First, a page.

How do you manage your #InfoSec #CyberSecurity #Privacy #Policy #Security news intake?

I’m in the process of reevaluating my news feeds. The method is much the same as evaluating Cyber Security threat intelligence feeds. Is it:

  • Timely?
  • Accurate?
  • Actionable?
  • Updated?
  • Adding value?

I categorize my information intake in several ways:

  • News
  • Analysis, Editorial & Opinion (most blogs, podcasts, and personal social media feeds)
  • Technical
  • Press releases

With all of this, I find myself overwhelmed with data. Much is redundant and not adding value. Some adds value but isn’t timely. Some opinion is fopped of as news. Branded content permeates.

What sources do you use? How to you consume them? How do you value them?

Echoing Click Bait

A friend pointed out to me that an article I shared was little but click bait. I admit to only skimming the content before posting. I do that.

Unless a URL I post on social networks refers to prjorgensen.com, pvcsec.com, or one of my other sites directly, I apply cursory or less verification as to the authenticity, veracity, quality, security, or reliability of the data.

The journalist in me WANTS to vet everything I post via all the media. I lack the time.

What do you do? How do you not echo click bait?

Comment here or hashtag #askpvcsec on Twitter.

Why I Get More Than One (Virtual) Paper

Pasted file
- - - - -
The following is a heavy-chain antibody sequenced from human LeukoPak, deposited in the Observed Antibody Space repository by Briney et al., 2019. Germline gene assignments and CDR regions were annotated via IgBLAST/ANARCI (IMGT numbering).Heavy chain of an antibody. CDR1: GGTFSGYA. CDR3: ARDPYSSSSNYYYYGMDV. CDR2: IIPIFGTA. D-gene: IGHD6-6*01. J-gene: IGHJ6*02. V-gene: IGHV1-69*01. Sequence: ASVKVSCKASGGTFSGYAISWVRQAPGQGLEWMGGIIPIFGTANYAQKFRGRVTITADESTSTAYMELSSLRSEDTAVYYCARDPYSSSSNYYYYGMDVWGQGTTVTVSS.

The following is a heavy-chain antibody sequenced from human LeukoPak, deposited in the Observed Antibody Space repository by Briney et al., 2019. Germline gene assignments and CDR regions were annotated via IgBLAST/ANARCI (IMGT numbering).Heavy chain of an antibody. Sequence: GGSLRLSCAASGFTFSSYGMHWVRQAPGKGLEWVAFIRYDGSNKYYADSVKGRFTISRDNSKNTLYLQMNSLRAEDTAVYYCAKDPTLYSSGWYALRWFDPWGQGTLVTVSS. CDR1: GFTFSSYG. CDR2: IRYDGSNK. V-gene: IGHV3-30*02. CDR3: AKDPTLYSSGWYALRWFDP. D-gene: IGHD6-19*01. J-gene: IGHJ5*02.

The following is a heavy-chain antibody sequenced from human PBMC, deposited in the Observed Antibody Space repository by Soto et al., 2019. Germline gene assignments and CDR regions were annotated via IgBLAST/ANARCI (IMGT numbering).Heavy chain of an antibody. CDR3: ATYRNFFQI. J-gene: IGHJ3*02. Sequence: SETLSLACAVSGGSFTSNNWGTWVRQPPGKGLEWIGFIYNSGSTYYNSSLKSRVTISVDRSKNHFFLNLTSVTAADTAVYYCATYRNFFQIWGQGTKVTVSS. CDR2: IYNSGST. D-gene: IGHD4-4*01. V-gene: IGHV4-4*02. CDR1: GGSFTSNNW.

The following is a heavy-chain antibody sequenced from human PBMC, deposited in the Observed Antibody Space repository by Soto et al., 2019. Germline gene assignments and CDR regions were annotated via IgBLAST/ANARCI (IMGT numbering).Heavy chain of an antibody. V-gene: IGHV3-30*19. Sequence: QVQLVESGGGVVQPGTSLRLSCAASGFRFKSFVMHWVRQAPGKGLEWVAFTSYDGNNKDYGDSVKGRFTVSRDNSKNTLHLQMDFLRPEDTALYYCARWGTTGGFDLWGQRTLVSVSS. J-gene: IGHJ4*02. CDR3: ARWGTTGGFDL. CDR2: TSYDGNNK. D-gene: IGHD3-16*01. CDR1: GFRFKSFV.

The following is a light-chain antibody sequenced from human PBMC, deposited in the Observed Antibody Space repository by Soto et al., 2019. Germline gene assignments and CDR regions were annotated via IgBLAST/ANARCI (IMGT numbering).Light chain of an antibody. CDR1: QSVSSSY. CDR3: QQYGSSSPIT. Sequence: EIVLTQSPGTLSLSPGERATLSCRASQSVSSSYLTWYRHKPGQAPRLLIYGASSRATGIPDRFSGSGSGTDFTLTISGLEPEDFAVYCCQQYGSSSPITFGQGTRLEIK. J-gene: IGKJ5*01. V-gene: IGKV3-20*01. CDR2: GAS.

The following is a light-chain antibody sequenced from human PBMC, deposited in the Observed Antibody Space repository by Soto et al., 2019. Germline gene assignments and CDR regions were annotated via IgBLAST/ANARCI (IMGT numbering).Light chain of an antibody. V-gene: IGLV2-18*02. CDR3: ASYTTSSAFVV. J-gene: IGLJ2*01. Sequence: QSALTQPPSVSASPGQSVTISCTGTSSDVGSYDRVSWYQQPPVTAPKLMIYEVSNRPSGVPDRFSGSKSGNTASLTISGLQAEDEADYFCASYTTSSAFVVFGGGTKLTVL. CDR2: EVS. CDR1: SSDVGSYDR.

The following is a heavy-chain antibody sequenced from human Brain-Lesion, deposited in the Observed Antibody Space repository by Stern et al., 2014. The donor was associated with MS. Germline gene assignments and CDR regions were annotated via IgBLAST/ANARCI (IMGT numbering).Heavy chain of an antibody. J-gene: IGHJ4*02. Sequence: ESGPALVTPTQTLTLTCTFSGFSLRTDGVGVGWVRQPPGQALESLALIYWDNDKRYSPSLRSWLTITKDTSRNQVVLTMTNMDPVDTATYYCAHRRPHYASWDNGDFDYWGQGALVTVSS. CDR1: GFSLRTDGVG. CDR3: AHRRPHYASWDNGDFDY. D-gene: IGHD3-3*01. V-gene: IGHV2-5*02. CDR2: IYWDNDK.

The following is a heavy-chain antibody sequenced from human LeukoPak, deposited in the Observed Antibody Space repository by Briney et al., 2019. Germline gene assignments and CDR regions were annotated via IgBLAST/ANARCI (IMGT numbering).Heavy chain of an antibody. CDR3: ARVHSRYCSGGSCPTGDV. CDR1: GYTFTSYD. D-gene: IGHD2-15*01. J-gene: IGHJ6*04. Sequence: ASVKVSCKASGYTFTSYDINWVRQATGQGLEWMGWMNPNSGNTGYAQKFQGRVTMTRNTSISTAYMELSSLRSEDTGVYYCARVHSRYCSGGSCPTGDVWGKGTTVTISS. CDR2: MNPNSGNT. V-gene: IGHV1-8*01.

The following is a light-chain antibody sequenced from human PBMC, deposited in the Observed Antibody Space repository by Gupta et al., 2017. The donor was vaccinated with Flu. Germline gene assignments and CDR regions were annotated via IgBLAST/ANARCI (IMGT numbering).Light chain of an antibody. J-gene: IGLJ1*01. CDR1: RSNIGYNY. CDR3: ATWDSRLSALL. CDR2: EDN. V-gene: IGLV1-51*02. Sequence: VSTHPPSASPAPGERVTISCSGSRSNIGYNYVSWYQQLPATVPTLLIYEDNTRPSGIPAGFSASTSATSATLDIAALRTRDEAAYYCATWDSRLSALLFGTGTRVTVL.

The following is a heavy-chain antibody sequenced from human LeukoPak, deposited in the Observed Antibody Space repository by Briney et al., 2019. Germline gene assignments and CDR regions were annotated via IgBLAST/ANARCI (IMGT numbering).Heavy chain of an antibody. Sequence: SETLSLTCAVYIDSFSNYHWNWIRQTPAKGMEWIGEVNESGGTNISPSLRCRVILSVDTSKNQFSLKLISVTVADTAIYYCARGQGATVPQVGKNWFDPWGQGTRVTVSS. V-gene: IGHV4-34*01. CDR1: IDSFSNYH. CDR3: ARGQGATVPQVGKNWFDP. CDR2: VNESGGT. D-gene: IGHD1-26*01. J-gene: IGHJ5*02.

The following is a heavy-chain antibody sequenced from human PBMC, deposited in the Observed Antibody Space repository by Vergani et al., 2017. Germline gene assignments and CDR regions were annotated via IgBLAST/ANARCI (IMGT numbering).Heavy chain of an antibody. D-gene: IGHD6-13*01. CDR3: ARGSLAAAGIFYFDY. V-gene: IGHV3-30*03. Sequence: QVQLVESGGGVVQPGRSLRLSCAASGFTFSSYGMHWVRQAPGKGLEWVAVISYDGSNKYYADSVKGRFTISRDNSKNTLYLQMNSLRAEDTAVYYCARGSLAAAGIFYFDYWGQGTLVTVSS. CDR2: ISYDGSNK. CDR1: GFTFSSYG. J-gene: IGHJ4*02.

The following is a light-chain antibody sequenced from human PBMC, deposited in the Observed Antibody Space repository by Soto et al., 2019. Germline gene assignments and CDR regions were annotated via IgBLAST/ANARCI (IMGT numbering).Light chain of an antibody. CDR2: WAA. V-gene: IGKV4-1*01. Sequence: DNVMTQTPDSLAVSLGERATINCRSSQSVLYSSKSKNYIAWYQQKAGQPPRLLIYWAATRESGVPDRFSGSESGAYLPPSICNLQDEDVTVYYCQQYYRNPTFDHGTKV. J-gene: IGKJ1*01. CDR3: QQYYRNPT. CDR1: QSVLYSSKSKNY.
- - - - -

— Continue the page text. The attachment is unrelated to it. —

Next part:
James Fallows from the Atlantic Magazine wrote here, here, and here about why he gets more than one newspaper.

What he plainly shows in his posts is one of the first things my journalism professor at Oklahoma State made us aware of. In fact, we had to subscribe to at least two Oklahoma papers and at least one national paper.┬áMy local choices were The Daily Oklahoman (I think it’s just The Oklahoman these days), the now defunct Tulsa Tribune, the Tulsa World, and I think the Stillwater NewsPress. My national papers were USA Today and The Wall Street Journal.

I didn’t actually subscribe to all of those. A friend in the dorm had a girlfriend (Jen?) who was in my journalism classes, so she and I and a few other classmates split subscriptions, handing papers around. That’s not the point.

The point is that it built up a habit in me. I still consume a lot of print news in a given day. The difference lies with how I consume that news.

Going through three print newspapers every morning and three more in the evening consumed a huge chunk of time. I quickly figured out a method of scanning the papers. Even as my academic career careened off the girl-shaped cliff that became my ex-wife I still read the news. My consumption waxed and waned as life moved on but I always stayed up on current events.

These days I use technology to make my news consumption far more efficient.

This leads into a larger “What I Read” post that is forthcoming. Stay tuned!